Mayor News – October 2021 – City of New Orleans Mosquito, Termite and Rodent Control Agency Reports West Nile Mosquitoes Infected
NEW ORLEANS – The New Orleans City Mosquito, Termite and Rodent Control Board (NOMTRCB) reports that mosquitoes collected in the Orleans community this week tested positive for West Nile Virus (WNV).
WNV alternates between wild birds and mosquitoes and can be transmitted to humans through the bite of an infected mosquito. In 2021, a human case of WNV was reported in Orleans Parish.
Treatments will be delivered tonight by truck in the West Bank between Holiday Drive, General DeGaulle Drive, Patterson Road and the Intracoastal Waterway. East Bank treatments are provided in the areas bounded by I-610, Parish Line, Lakeshore Drive, and Orleans Canal / Orleans Avenue. The treatments take place from 7.30 p.m. to 11.30 p.m. when the weather is nice. The applications this evening are directed against the “southern house mosquito” Culex quinquefasciatus, the primary vector of WNV in our region.
NOMTRCB has been conducting intensive post-storm surveillance and mosquito control activities since the day after Hurricane Ida. Activities included city-wide inspection and treatment of stagnant water in tires, hollows, building zones and other flooded areas; area-wide larvialization of numerous storm-affected or poorly drained areas by truck; city-wide adulticide truck applications covering the entire Orleans parish; and quick responses to service requests from private households through 311 calls and emails regarding tires, standing water, unkempt swimming pools or high numbers of mosquitoes.
In addition to normal weekly city-wide collections and screening of mosquitoes for WNV activity, NOMTRCB also initiated special surveillance to monitor the populations of newly hatched flood, swamp and persistent water nuisance mosquitoes due to storm surges and coastal flooding. Mosquito treatments are ongoing and will be carried out as needed and based on monitoring data.
We ask residents to be vigilant when emptying water-filled containers around the house and yard in order to reduce mosquito breeding grounds. Change the water in containers that cannot be removed, such as a cup of water, every week. B. Bird baths, sugar kettles, pools and ponds. It takes seven days for mosquitoes to grow from egg to adult, so it’s important to inspect the outside area around the house every week.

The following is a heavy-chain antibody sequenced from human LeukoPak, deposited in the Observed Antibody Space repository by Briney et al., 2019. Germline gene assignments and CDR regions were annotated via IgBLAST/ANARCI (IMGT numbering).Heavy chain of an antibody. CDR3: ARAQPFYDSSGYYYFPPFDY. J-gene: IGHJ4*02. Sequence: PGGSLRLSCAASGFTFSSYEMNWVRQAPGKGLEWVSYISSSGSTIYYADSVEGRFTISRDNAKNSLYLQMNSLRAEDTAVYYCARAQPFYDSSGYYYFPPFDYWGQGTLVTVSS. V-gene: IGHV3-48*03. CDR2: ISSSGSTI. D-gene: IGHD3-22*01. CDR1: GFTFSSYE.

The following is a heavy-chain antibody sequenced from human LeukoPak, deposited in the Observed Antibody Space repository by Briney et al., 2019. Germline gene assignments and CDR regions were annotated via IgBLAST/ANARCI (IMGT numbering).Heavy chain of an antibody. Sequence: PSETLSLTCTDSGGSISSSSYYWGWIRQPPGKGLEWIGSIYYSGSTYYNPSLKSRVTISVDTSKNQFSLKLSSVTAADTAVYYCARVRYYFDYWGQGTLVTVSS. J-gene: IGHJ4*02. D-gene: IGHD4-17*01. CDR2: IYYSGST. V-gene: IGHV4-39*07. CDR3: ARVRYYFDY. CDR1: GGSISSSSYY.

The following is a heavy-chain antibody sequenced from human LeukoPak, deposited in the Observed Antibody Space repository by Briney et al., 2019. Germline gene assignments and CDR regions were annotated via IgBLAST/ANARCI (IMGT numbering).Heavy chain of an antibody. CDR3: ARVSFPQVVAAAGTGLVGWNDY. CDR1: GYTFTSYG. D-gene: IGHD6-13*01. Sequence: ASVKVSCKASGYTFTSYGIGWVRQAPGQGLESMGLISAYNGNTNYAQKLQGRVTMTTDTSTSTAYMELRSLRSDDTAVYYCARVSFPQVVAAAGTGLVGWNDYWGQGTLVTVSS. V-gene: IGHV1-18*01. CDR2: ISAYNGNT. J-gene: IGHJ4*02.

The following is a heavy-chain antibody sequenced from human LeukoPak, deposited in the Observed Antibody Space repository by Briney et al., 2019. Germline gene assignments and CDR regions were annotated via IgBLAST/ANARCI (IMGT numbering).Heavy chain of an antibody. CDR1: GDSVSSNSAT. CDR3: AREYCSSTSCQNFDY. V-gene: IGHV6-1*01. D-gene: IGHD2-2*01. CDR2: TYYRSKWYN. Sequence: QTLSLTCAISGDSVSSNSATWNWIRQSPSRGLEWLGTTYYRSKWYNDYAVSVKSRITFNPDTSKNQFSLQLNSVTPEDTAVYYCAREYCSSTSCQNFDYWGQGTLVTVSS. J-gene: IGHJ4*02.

Remove trash and clutter, including tires, buckets, tarpaulins, and any other item that can collect water. Make sure swimming pools and fountains are working and that the water is circulating. We ask residents to protect themselves from mosquito bites by restricting outdoor activities between dusk and dawn, using EPA-approved insect repellants, and making homes mosquito-proof by keeping screens on windows and doors.
For more information about WNV, see the Centers for Disease Control and Prevention website: http://www.cdc.gov/ncidod/dvbid/westnile/qa/prevention.htm.
- Limit outdoor activities between dusk and dawn.
- Use air conditioning and make sure window and door grilles don’t have holes to keep mosquitoes out.
- Wear long-sleeved shirts and pants if you are outside for long periods of time.
- Use insect repellants with EPA registered ingredients, including DEET, picaridin, IR3535, or lemon eucalyptus oil.
- When using insect repellant, always follow the recommendations on the product label.
Protect your home
- Eliminate standing water around your home.
- Remove trash and clutter, and dispose of discarded tires and containers that can hold water. Turn over paddling pools, buckets, trash cans, children’s toys, or anything that could collect water.
- Change the water in containers that cannot be removed, such as a cup of water, every week. B. animal bowls or bird baths. Scrub the side of the containers with soap and a sponge to remove any eggs.
- Rain barrels and other water collection devices must be sieved and the collected water should be used within a week.
- Ventilate ornamental pools, fountains, and sugar kettles, or stock them with fish.
- Report illegal dumping, water leaks and unattended swimming pools by calling 311.
- Call 311 or email [email protected] to report mosquito problems.
- The tires can easily be filled with rainwater and collect leaves and waste, which provides ideal breeding conditions for mosquito larvae. Removing scrap tires will eliminate a productive mosquito habitat.
- Residents can call 311 to request a bulky waste pickup of up to four tires. Tires should be stacked on the side of the road next to the city-issued dumpsters.
- Tires in front of abandoned properties, uninhabited properties or shops cannot and will not be picked up. This issue is currently being addressed through city-coordinated, collaborative treatment and removal efforts
Report mosquito problems
Residents are encouraged to contact NOMTRCB at (504) 658-2400 or [email protected] with any other questions or concerns about mosquitoes.
Follow NOMTRCB on Facebook, Instagram and Twitter @nolamosquito.
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